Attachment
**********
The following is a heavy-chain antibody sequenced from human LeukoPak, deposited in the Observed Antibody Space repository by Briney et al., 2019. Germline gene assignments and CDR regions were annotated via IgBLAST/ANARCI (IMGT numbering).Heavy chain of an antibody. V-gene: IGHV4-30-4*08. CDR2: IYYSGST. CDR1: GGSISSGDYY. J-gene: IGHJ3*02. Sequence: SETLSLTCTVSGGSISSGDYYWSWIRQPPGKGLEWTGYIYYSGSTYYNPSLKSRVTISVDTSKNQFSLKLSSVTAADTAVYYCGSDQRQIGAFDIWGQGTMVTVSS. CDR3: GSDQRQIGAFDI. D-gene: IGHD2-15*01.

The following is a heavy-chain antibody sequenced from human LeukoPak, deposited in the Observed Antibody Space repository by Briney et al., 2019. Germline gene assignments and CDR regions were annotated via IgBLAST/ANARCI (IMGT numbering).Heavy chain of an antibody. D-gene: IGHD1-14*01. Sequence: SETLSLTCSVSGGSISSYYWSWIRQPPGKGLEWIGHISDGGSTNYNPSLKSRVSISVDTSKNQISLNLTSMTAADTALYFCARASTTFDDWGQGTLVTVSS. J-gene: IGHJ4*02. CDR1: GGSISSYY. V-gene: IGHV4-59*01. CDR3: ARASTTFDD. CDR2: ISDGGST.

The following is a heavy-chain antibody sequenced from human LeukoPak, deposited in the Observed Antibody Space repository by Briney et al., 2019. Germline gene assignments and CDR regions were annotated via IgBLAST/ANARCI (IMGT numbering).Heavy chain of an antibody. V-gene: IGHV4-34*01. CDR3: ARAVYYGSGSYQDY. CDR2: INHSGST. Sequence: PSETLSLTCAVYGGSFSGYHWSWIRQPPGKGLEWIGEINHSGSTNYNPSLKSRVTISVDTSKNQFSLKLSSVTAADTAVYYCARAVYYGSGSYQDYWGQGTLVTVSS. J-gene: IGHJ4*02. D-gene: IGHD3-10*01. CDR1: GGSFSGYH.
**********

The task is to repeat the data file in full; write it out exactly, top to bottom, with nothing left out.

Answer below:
The following is a heavy-chain antibody sequenced from human LeukoPak, deposited in the Observed Antibody Space repository by Briney et al., 2019. Germline gene assignments and CDR regions were annotated via IgBLAST/ANARCI (IMGT numbering).Heavy chain of an antibody. V-gene: IGHV4-30-4*08. CDR2: IYYSGST. CDR1: GGSISSGDYY. J-gene: IGHJ3*02. Sequence: SETLSLTCTVSGGSISSGDYYWSWIRQPPGKGLEWTGYIYYSGSTYYNPSLKSRVTISVDTSKNQFSLKLSSVTAADTAVYYCGSDQRQIGAFDIWGQGTMVTVSS. CDR3: GSDQRQIGAFDI. D-gene: IGHD2-15*01.

The following is a heavy-chain antibody sequenced from human LeukoPak, deposited in the Observed Antibody Space repository by Briney et al., 2019. Germline gene assignments and CDR regions were annotated via IgBLAST/ANARCI (IMGT numbering).Heavy chain of an antibody. D-gene: IGHD1-14*01. Sequence: SETLSLTCSVSGGSISSYYWSWIRQPPGKGLEWIGHISDGGSTNYNPSLKSRVSISVDTSKNQISLNLTSMTAADTALYFCARASTTFDDWGQGTLVTVSS. J-gene: IGHJ4*02. CDR1: GGSISSYY. V-gene: IGHV4-59*01. CDR3: ARASTTFDD. CDR2: ISDGGST.

The following is a heavy-chain antibody sequenced from human LeukoPak, deposited in the Observed Antibody Space repository by Briney et al., 2019. Germline gene assignments and CDR regions were annotated via IgBLAST/ANARCI (IMGT numbering).Heavy chain of an antibody. V-gene: IGHV4-34*01. CDR3: ARAVYYGSGSYQDY. CDR2: INHSGST. Sequence: PSETLSLTCAVYGGSFSGYHWSWIRQPPGKGLEWIGEINHSGSTNYNPSLKSRVTISVDTSKNQFSLKLSSVTAADTAVYYCARAVYYGSGSYQDYWGQGTLVTVSS. J-gene: IGHJ4*02. D-gene: IGHD3-10*01. CDR1: GGSFSGYH.